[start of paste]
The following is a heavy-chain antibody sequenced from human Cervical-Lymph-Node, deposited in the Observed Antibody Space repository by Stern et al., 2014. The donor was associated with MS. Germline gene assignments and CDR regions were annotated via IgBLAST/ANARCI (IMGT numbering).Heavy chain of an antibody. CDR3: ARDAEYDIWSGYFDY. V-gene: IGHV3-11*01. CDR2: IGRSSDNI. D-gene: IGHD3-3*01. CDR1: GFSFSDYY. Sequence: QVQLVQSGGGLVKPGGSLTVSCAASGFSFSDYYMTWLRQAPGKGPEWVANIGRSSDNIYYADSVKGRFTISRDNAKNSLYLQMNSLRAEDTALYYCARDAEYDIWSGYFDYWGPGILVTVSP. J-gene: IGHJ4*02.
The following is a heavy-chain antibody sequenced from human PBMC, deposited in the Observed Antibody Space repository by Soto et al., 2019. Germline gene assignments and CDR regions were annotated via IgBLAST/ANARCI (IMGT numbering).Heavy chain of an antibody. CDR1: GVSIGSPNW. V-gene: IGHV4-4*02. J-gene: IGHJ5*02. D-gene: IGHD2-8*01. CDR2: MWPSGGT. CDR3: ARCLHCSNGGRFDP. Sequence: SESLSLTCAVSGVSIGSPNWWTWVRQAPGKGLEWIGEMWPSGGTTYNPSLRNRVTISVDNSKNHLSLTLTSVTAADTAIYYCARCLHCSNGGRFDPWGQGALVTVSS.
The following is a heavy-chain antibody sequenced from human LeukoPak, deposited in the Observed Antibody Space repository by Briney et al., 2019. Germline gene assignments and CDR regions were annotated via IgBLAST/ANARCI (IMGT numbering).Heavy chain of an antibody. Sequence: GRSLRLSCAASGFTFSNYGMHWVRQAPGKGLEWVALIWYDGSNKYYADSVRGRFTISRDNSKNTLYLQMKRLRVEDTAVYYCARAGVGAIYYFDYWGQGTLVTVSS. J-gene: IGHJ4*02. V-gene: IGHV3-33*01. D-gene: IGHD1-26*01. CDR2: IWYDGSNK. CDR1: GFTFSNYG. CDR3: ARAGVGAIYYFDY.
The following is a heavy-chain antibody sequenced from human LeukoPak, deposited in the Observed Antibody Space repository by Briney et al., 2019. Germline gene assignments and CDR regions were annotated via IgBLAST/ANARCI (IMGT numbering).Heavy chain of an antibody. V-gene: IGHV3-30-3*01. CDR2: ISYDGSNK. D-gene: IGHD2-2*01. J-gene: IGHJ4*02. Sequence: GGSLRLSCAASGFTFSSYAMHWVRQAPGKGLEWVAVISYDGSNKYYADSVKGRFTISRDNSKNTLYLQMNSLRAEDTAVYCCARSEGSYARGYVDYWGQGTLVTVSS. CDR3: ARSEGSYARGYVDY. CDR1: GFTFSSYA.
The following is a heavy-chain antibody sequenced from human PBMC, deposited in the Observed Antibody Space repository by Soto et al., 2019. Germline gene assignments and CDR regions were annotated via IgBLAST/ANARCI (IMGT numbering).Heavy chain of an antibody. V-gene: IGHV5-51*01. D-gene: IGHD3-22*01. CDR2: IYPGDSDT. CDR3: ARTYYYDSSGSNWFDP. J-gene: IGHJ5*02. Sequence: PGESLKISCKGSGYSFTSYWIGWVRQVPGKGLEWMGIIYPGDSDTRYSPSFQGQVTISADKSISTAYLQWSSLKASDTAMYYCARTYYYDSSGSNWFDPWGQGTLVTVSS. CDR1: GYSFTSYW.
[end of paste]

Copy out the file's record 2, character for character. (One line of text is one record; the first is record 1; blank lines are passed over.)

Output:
The following is a heavy-chain antibody sequenced from human PBMC, deposited in the Observed Antibody Space repository by Soto et al., 2019. Germline gene assignments and CDR regions were annotated via IgBLAST/ANARCI (IMGT numbering).Heavy chain of an antibody. CDR1: GVSIGSPNW. V-gene: IGHV4-4*02. J-gene: IGHJ5*02. D-gene: IGHD2-8*01. CDR2: MWPSGGT. CDR3: ARCLHCSNGGRFDP. Sequence: SESLSLTCAVSGVSIGSPNWWTWVRQAPGKGLEWIGEMWPSGGTTYNPSLRNRVTISVDNSKNHLSLTLTSVTAADTAIYYCARCLHCSNGGRFDPWGQGALVTVSS.